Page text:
Disability and Isaiah's suffering servant [electronic resource] / Jeremy Schipper
- Schipper, Jeremy
- Oxford : Oxford University Press, 2011.
- Physical Description:
- 1 online resource (xi, 168 pages).
- Biblical refigurations
- Machine generated contents note: Introduction: Disabling Progress in Suffering Servant Scholarship -- A translation of Isaiah 53 (52:13-53:12) -- The figures in Isaiah 53 -- Sources and structure of Isaiah 53 -- The suffering servant and the cultural history of disability -- Overview of forthcoming chapters -- 1.Disabling Methodology in Hebrew Bible Studies -- Defining disability according to various models -- What counts as disability imagery? -- Conclusions -- 2.The Servant as a Figure with Disabilities -- Bernhard Duhm, the servant songs, and the servant with disabilities -- The servant's disability as a social experience -- Was an able-bodied servant injured? -- Was an able-bodied servant killed? -- Did an able-bodied servant recover? -- Was the servant an able-bodied prisoner? -- Conclusions -- 3.The Servant as Scriptural Sufferer -- Disability imagery lost in translation -- Disability imagery lost in typology -- Conclusion: the invention of the able-bodied suffering servant -- 4.The Servant as Historical or Collective Sufferer -- Identifying the servant through disability -- The servant as messiah -- The servant as king -- The servant as prophet -- The servant as a collective reference -- Conclusions -- Conclusion: The Servant as Able-Bodied Passer -- Brave new worlds without disabilities -- Democratizing the servant or appropriating disability? -- The servant's afterlife: creative reapplying or passing?.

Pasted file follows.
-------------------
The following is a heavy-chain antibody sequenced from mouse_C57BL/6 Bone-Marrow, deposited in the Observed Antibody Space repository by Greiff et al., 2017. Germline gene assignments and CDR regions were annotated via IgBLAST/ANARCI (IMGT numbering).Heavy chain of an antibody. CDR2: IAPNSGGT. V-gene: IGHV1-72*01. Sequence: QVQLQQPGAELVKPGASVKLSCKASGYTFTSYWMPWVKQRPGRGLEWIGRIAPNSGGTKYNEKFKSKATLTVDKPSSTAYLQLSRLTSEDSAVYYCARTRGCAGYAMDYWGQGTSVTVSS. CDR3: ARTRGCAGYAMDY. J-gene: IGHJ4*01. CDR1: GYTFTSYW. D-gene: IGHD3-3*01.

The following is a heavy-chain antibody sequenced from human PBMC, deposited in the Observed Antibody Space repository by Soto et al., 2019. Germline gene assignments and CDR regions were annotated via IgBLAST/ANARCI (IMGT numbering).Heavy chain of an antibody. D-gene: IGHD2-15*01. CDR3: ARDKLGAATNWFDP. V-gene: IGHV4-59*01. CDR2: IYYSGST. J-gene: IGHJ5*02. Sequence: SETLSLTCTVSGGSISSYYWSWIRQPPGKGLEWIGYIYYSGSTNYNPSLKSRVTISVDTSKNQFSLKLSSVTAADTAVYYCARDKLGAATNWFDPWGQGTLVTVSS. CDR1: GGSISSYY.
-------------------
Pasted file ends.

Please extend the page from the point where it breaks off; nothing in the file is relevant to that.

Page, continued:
- The 'Suffering Servant' figure in Isaiah 53 has captured the imagination of readers since very early in the history of biblical interpretation. Most interpreters understand the servant as an otherwise able-bodied person who suffers. By contrast, this study shows that Isaiah 53 describes the servant with language and imagery typically associated with disability in the Hebrew Bible and other ancient Near Eastern literature. It traces both the disappearance of the servant's disability from the interpretative history of Isaiah 53 and the scholarly creation of the able-bodied suffering servant.
- 9780191806575 (ebook)
- Bibliography Note:
- Includes bibliographical references and index.
View MARC record | catkey: 28942162